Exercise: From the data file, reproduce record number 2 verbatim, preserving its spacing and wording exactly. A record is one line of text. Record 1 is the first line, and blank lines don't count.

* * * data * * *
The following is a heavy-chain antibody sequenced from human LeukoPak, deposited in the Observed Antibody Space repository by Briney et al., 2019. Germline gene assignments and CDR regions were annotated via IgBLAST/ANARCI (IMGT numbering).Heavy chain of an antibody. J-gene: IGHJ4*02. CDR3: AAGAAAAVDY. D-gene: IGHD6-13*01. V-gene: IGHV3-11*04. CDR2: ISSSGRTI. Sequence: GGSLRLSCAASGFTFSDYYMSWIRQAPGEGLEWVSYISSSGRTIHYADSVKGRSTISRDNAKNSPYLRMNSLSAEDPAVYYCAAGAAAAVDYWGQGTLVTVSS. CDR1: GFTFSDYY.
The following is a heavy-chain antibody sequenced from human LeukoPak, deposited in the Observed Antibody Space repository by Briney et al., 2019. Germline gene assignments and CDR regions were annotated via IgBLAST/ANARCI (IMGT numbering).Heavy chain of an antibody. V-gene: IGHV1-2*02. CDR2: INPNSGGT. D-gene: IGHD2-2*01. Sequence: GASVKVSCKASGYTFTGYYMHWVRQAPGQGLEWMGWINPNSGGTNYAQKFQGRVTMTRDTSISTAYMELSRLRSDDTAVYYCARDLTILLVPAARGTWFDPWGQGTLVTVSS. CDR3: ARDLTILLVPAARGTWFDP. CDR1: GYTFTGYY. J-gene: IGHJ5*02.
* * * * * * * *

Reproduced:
The following is a heavy-chain antibody sequenced from human LeukoPak, deposited in the Observed Antibody Space repository by Briney et al., 2019. Germline gene assignments and CDR regions were annotated via IgBLAST/ANARCI (IMGT numbering).Heavy chain of an antibody. V-gene: IGHV1-2*02. CDR2: INPNSGGT. D-gene: IGHD2-2*01. Sequence: GASVKVSCKASGYTFTGYYMHWVRQAPGQGLEWMGWINPNSGGTNYAQKFQGRVTMTRDTSISTAYMELSRLRSDDTAVYYCARDLTILLVPAARGTWFDPWGQGTLVTVSS. CDR3: ARDLTILLVPAARGTWFDP. CDR1: GYTFTGYY. J-gene: IGHJ5*02.